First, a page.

Andy K Andy K - 5 months ago 8x
Python Question

Why this way for the recursion and what does it mean?

I'm trying to understand this piece of code

def listSum(ls):
if not ls:
return 0

return ls[0] + listSum(ls[1:])

Two things bug me a bit

  1. if not ls:
    - What does it mean? As nothing has been specified, what is it looking for?

  2. ls[0] + listSum(ls[1:])
    - I've tried using
    only and I have running error. Why? Why should I stick to
    ls[0] + listSum(ls[1:])


Imagine it's called...

listSum([3, 5, 3, 7])

It get down to...

return ls[0] + listSum(ls[1:])

...which is evaluated as...

return 3 + listSum([5, 3, 7])

Then listSum([5, 3, 7]) as 5 + listsum([3, 7]).

Then listSum([3, 7]) as 3 + listsum([7]).

Then listSum([7]) as 7 + listsum([]), which is where the not ls kicks in and returns 0.

So, the complete thing is then evaluated as...

3 + 5 + 3 + 7 + 0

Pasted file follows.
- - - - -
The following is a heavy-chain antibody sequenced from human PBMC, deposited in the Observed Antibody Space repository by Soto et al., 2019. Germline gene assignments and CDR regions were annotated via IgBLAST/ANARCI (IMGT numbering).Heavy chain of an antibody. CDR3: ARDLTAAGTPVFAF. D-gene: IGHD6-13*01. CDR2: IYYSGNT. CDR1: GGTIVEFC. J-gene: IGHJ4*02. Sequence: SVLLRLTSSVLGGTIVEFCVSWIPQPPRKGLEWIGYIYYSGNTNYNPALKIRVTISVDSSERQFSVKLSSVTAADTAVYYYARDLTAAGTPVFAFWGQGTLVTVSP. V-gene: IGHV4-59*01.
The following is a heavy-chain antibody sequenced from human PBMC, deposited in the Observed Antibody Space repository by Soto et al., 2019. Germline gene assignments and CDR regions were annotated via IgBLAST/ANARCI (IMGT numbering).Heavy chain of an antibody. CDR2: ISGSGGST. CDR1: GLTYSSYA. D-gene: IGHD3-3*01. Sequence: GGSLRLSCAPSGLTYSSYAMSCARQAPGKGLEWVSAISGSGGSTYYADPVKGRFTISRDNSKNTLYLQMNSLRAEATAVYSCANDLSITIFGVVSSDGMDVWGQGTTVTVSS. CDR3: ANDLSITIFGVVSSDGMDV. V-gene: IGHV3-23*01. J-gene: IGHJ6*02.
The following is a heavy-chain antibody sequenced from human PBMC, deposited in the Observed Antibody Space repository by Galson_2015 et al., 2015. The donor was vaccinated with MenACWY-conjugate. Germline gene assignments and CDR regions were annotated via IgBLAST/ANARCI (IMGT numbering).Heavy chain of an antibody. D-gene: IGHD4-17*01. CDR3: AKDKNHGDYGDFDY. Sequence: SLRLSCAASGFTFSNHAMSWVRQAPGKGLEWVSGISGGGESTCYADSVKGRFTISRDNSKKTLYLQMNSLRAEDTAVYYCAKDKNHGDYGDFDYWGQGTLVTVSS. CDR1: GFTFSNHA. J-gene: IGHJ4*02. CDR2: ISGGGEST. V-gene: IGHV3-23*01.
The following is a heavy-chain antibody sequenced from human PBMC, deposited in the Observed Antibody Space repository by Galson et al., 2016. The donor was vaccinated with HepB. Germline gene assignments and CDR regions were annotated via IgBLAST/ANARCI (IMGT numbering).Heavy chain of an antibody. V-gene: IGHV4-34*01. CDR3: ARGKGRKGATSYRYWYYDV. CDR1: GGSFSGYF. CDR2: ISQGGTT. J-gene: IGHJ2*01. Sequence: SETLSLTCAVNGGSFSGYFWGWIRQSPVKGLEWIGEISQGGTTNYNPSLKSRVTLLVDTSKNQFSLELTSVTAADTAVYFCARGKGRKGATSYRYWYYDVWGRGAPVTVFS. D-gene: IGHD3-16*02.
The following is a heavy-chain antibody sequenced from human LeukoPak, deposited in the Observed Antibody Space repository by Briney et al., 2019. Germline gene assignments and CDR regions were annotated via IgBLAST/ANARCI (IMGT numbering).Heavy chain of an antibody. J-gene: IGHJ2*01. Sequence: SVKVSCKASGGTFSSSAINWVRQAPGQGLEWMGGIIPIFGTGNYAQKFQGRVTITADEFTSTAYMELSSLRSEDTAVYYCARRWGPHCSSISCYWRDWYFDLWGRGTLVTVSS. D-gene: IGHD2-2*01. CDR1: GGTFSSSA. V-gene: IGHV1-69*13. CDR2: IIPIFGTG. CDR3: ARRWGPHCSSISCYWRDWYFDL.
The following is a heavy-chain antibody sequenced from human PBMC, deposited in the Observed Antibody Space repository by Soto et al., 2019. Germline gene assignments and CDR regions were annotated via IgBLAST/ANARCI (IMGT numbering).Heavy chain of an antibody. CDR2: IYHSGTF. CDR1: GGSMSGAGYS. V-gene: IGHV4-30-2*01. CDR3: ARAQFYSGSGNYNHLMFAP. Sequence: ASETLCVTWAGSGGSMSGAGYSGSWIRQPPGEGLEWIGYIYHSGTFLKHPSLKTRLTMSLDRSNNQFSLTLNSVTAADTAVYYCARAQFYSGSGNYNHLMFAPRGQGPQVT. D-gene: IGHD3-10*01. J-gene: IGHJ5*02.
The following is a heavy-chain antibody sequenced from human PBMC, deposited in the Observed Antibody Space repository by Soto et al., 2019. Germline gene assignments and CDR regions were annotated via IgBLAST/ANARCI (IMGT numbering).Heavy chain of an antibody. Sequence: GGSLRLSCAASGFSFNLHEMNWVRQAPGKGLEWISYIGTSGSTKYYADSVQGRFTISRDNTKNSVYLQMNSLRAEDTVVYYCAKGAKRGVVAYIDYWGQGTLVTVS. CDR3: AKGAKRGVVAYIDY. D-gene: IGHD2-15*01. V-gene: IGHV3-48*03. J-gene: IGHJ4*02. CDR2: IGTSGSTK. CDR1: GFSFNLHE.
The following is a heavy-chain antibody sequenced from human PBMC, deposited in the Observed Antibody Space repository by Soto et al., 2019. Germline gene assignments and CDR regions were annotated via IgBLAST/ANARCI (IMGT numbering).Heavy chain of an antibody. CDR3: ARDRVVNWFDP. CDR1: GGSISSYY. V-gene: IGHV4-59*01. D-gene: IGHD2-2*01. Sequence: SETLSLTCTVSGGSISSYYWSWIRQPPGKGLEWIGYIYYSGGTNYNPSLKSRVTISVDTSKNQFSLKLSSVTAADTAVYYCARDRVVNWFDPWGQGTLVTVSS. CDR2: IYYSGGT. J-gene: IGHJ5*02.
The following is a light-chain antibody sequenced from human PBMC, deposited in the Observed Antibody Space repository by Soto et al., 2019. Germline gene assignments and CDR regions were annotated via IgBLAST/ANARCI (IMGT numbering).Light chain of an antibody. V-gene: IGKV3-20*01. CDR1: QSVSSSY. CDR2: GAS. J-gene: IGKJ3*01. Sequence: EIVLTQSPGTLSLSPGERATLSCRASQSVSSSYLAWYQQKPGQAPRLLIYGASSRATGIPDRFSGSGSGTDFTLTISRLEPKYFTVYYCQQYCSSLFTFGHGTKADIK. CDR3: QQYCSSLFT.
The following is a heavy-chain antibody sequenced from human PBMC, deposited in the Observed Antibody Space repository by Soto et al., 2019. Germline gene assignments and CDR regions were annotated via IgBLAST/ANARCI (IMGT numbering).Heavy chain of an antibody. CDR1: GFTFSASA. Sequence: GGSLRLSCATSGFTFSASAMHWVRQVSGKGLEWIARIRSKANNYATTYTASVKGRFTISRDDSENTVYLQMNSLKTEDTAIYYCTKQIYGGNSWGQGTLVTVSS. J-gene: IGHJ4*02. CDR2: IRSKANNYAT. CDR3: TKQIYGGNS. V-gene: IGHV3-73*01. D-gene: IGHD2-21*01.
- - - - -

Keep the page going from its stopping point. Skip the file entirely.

• listSum(ls[1:]) is shortening the list each time - reducing the complexity of the remaining problem, until an invocation of listSum receives an empty list: the trivial case that if not ls: return 0 handles

  • recursive solutions are often made up of two parts: a solution for the simplest possible input (or sometimes, a couple very simple cases), and something saying how to take an arbitrarily complicated input and reduce it to a formula making one or more recusive calls that are each at least a little bit simpler, always moving towards that simplest possible input

  • "I've tried using listSum(ls[0:])" - ls[0:] returns a copy of ls - it would ask for the same list to be processed ad infinitum

  • it's arguably more intuitive to explicitly handle a list of one element - if len(ls) == 1: return ls[0] - but then if anyone called listSum([]) you'd try to access [0] and raise an exception; handling the empty list makes the function safer to use (if "0" is meaningful as the sum of an empty list in your specific application), and happily the len(ls) == 1 case then "just works"